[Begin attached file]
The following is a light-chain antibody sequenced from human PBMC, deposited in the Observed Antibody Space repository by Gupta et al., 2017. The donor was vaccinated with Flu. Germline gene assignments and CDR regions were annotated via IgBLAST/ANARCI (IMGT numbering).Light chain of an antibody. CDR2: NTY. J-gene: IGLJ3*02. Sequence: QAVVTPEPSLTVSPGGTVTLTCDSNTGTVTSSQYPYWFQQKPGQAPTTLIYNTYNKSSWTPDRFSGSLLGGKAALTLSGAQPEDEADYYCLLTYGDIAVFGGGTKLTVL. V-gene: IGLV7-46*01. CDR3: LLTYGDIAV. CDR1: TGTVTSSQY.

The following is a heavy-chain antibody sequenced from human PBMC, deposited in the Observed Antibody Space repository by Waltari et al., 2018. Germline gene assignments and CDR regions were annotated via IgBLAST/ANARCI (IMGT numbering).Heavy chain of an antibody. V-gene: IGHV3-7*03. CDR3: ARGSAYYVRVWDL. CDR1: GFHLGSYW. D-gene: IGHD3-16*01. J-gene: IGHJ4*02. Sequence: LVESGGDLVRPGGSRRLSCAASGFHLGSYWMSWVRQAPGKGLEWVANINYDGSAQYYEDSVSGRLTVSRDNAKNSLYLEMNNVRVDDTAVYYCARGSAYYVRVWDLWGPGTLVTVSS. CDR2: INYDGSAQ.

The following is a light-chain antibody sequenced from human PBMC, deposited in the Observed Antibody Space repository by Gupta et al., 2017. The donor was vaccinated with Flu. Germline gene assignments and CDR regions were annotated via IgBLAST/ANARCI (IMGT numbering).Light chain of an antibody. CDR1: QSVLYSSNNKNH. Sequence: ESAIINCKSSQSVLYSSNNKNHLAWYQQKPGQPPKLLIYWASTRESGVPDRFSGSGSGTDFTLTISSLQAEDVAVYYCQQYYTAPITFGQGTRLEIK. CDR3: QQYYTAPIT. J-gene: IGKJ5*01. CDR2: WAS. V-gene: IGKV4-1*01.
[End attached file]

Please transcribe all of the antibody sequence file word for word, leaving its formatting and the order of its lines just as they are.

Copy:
The following is a light-chain antibody sequenced from human PBMC, deposited in the Observed Antibody Space repository by Gupta et al., 2017. The donor was vaccinated with Flu. Germline gene assignments and CDR regions were annotated via IgBLAST/ANARCI (IMGT numbering).Light chain of an antibody. CDR2: NTY. J-gene: IGLJ3*02. Sequence: QAVVTPEPSLTVSPGGTVTLTCDSNTGTVTSSQYPYWFQQKPGQAPTTLIYNTYNKSSWTPDRFSGSLLGGKAALTLSGAQPEDEADYYCLLTYGDIAVFGGGTKLTVL. V-gene: IGLV7-46*01. CDR3: LLTYGDIAV. CDR1: TGTVTSSQY.

The following is a heavy-chain antibody sequenced from human PBMC, deposited in the Observed Antibody Space repository by Waltari et al., 2018. Germline gene assignments and CDR regions were annotated via IgBLAST/ANARCI (IMGT numbering).Heavy chain of an antibody. V-gene: IGHV3-7*03. CDR3: ARGSAYYVRVWDL. CDR1: GFHLGSYW. D-gene: IGHD3-16*01. J-gene: IGHJ4*02. Sequence: LVESGGDLVRPGGSRRLSCAASGFHLGSYWMSWVRQAPGKGLEWVANINYDGSAQYYEDSVSGRLTVSRDNAKNSLYLEMNNVRVDDTAVYYCARGSAYYVRVWDLWGPGTLVTVSS. CDR2: INYDGSAQ.

The following is a light-chain antibody sequenced from human PBMC, deposited in the Observed Antibody Space repository by Gupta et al., 2017. The donor was vaccinated with Flu. Germline gene assignments and CDR regions were annotated via IgBLAST/ANARCI (IMGT numbering).Light chain of an antibody. CDR1: QSVLYSSNNKNH. Sequence: ESAIINCKSSQSVLYSSNNKNHLAWYQQKPGQPPKLLIYWASTRESGVPDRFSGSGSGTDFTLTISSLQAEDVAVYYCQQYYTAPITFGQGTRLEIK. CDR3: QQYYTAPIT. J-gene: IGKJ5*01. CDR2: WAS. V-gene: IGKV4-1*01.